A new report ‘The effects of income changes on child labour: a review of evidence from smallholder agriculture’ published by the International Cocoa Initiative (ICI) examines evidence of the impact of unexpected shocks that either increased or decreased incomes, as well as the effects of policies and programmes to increase household incomes.
The analysis of 50 studies shows a complex relationship between income change and child labour: while decreases in household income tend to increase child labour, increases in household income can cause child labour to rise, as well as to fall.
Global economic crisis
These new findings, developed in partnership with the Swiss Cocoa Platform and the Swiss State Secretariat for Economic Affairs (SECO), are particularly relevant in the context of the coronavirus pandemic and the related global economic crisis underway which is expected to cause smallholder farmers and their livelihoods to suffer.
The findings from report reveal “that there is a serious risk of increased child labour as a result of the current crisis”.
Nick Weatherill, ICI’s executive director, told ConfectioneryNews: “We urge all actors to double-down on efforts to protect and assist poor rural households and their children at this critical time, and to explore ways of further adapting their work, so they can continue to make a difference under these new and challenging circumstances."
While efforts to combat Covid-19 need to be led by governments and their national and international partners with public-health expertise, the ICI said it welcomed supportive actions from the cocoa and chocolate industry that ‘include leveraging their strong relationships with cocoa-growing communities to share information on how to fight transmission of the virus and distributing emergency supplies. The cocoa sector is also providing financial support to organizations delivering humanitarian aid and emergency support.’
We urge all actors to double-down on efforts to protect and assist poor rural households and their children at this critical time, and to explore ways of further adapting their work, so they can continue to make a difference under these new and challenging circumstances -- Nick Weatherill, ICI executive director
The ICI said it has also acted and is using its strong presence in communities to provide information about Covid-19 whilst continuing to raise awareness on the heightened risks of child labour through community representatives.
It currently supports 221,000 children in its ongoing child labour prevention and remediation work and said: “The evidence from this review also shows that income increases alone are not a silver bullet to solve the problem of child labour. While poverty reduction needs to be part of the solution, it is crucial we use this evidence on the different impacts of income changes on child labour to avoid adverse effects. Only through careful design and robust evaluation of policies and interventions to increase farmer incomes, can we ensure they also support reductions in harmful work by children.”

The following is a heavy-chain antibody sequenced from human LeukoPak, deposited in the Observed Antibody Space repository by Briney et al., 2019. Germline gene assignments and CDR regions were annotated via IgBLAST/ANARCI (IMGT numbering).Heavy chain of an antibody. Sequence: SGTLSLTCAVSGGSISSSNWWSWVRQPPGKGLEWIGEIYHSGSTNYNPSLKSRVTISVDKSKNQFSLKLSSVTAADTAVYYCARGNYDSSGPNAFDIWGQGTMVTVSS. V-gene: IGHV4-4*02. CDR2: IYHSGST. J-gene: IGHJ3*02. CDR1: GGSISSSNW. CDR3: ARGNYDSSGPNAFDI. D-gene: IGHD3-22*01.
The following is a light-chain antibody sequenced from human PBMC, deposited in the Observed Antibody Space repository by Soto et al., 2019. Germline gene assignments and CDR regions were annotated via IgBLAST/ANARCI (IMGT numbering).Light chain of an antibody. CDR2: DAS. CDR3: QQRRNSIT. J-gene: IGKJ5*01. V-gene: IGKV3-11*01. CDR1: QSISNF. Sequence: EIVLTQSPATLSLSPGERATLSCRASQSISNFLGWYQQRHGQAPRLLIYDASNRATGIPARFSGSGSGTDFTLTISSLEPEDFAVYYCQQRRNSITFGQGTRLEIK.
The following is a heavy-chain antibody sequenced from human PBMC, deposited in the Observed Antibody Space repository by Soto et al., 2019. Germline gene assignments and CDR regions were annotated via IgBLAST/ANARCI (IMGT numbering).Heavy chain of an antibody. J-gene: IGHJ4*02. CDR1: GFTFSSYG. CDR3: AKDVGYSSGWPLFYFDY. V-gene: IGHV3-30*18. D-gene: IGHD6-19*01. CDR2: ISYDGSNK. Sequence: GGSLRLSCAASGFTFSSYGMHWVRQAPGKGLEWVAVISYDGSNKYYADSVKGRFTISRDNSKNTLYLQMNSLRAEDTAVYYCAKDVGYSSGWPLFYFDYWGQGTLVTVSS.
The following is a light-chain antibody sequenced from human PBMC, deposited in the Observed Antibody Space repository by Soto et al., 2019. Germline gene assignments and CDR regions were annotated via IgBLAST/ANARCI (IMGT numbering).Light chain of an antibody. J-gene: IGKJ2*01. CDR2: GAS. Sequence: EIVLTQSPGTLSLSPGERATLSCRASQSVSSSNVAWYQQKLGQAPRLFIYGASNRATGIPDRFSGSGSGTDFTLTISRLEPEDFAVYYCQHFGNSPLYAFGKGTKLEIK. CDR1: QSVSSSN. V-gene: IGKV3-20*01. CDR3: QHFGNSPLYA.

The ICI’s own analysis suggests that the Covid-19 crisis is likely to lead to increased economic pressure on poor agricultural families, with a likely negative impact on household incomes. Farmer illness, higher food prices, lack of access to school feeding for children, and possible disruptions to the supply of fertilisers and pesticides (all possible impacts of the current situation), would all place increasing pressure on farmer incomes which, for many cocoa farmers, are already below the poverty line.
It says its recent research confirms that when incomes are negatively impacted, child labour tends to increase. One example from Côte d’Ivoire showed that a 10% fall in income, due to a drop in cocoa price, led to a 5 percentage point increase in child labour.
In addition, school closures (currently in force in Ghana and Côte d’Ivoire) are also likely to lead to a rise in child labour, as they did during the the Ebola crisis, since children are expected to work more when schools are closed.
Key findings in the new joint study show the relationship between income changes and child labour is complex and the effects are not unidirectional. Out of 16 studies that examined negative shocks, 13 found unambiguous increases in child labour.
Examples from Tanzania and India show that if earning opportunities decrease, for example in times of droughts, or due to the absence of adult supervision, even if there is more poverty, child labour can also fall.
The study looked at the effect of a positive shock, which depends on the context and mediating factors such as asset ownership. Out of 11 studies that examined positive shocks, only four found unambiguous reductions in child labour. Studies in which positive shocks caused child labour to increase include two of price rises in Brazil and two examples of increased rainfall in India and Tanzania.
Overall, the findings concerning positive incomes shocks indicate that when the value of agricultural activities increases, there is a potential risk that child labour will increase as well, the study concluded.